In Lawrenceville, Virginia, a Brunswick County prison guard was arrested Monday after being caught carrying around a bag with dope in it at work. Guard Jakela Shanice Armstrong, 32, went down after she was observed carrying the bag around during her shift. A prison investigator stopped her and made her surrender the bag, which contained "a white powder wrapped in clear plastic and black tape." She is charged with drug possession with intent to distribute. And she's been fired.

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5. House Democrats Advance Marijuana Banking, DC Pot Sales Bill, NC MedMJ Bill Advances, More... (6/24/21)

The Veterans Administration comes out against a medical marijuana research bill for veterans, House Democrats move a bill that would provide protection to banks doing business with marijuana firms and allow pot sales in DC, and more.

Marijuana Policy

House Democrats Advance Funding Bill with Marijuana Banking Protection and DC Marijuana Sales. The House Appropriations Financial Services and General Government Subcommittee voted Thursday to advance a massive funding bill that includes language protecting financial institutions that work with state-legal marijuana firms and allowing Washington, DC, to go ahead with legal marijuana sales. The move puts the subcommittee at odds with the Biden administration, which in its budget proposal supported continuing a 2014 congressional rider to the DC appropriations bill sponsored by Rep. Andy Harris (R-MD). The full House Appropriations Committee is scheduled to take up the legislation on Tuesday.

Medical Marijuana

Veterans Administration Does Not Want to Conduct Medical Marijuana Research9. During a Senate Veterans' Affairs Committee hearing Wednesday, VA Acting Deputy Under Secretary of Health for Community Care Mark Upton made it plain the administration opposes a bill that would require the VA to conduct clinical trials on the therapeutic potential of marijuana for vets with chronic pain and PTSD. The agency "does not support this bill," Upton told the committee. He said the legislation was unnecessary because the VA is "already dedicating resources and research expertise to study the effects of cannabis on conditions affecting veterans."

North Carolina Senate Committee Moves on Medical Marijuana. The Senate Judiciary Committee on Wednesday adopted and passed a substitute version of a medical marijuana bill, Senate Bill 711. The bill would allow medical marijuana use for a list of specified debilitating medical conditions, including cancer, epilepsy, HIV/AIDS, Parkinson's disease, and multiple sclerosis. Under the substitute adopted by the committee, a 13-member Medical Cannabis Advisory Board would be empowered to add new conditions to the list. The bill must now also get through the Senate finance, health care, and rules and operations committees being getting a floor vote.

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6. RI Marijuana Legalization Push Hits Bump, UN Warns Pandemic Could Propel Drug Use, Cultivation, More... (6/25/21)

There's progress on medical marijuana this week in the South, a key Rhode Island lawmaker slams the brakes on a marijuana legalization push, and more.

The coronavirus pandemic could propel new cultivation of illegal drug crops, the UNODC reports. (dea.gov)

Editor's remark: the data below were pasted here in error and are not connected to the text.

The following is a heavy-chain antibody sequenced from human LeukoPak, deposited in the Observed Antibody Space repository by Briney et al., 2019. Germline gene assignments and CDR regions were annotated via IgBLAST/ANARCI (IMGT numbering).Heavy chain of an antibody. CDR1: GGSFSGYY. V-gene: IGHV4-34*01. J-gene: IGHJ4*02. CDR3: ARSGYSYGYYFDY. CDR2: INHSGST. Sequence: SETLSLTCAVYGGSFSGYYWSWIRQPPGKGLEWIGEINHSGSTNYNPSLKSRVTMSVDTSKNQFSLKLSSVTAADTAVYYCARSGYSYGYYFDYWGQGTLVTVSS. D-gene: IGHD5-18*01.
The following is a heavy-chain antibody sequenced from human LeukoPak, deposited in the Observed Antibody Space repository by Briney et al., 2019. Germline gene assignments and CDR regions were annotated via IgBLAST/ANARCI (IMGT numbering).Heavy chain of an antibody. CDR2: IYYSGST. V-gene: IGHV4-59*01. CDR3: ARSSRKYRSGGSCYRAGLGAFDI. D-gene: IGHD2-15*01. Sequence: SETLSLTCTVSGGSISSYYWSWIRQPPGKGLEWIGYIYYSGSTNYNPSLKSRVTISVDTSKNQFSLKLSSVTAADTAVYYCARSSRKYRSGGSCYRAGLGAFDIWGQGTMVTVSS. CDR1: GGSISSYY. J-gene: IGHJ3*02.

Marijuana Policy

Rhode Island Key Lawmakers Slams Brakes on Legalization Effort. On the day after the state Senate passed a marijuana legalization bill, an amended version of Senate Bill 568, House Speaker K. Joseph Shekarchi (D-Warwick) signaled he was in no hurry to finish the job. He said the state could afford to wait to legalize it while authorities consider diverging proposals, that a proper regulatory structure needed to be created, and that he wanted to ensure that the state gets adequate revenues from legalization. "If we're going to legalize recreational use of marijuana, we want to make sure that the state gets its fair share," he said. He said he had seen "six or seven legitimate proposals" for marijuana legalization that are "very divergent." But the Senate has only passed the one.

Medical Marijuana

Alabama Governor Signs Medical Marijuana Bill into Law. Governor Kay Ivey (R) has signed into law a medical marijuana bill, Senate Bill 46. The new law allows people suffering from a specified list of medical conditions to use medical marijuana with a physician's recommendations. The state had enacted a law allowing for the use of CBD in 2014 and broadened that law in 2016, but now has enacted a full-fledged medical marijuana law. But patients will not be allowed to use smokable marijuana nor grow their own. Instead, 12 commercial growers and 12 dispensaries will be authorized to cultivate and distribute medical marijuana. The system is expected to be up and running by the fall of 2022.

Louisiana Governor Signs Bill Allowing Smokable Medical Marijuana. Governor John Bel Edwards (D) has signed into law House Bill 391, which will allow patients to use smokable medical marijuana. The bill passed non-controversially, and its sponsor, Rep. Tanner Magee (D-Houma) said its purposes was to drive down costs and respond to popular demand. "Having the raw form of it, which the public has shown they really want, will allow them to drive down their costs so they can pass on to the consumer and have a real alternative to opioids," Magee said. Smokable medical marijuana will not be available for purchase until January because of time lags with the two state universities who are currently the only institutions authorized to produce medical marijuana.

International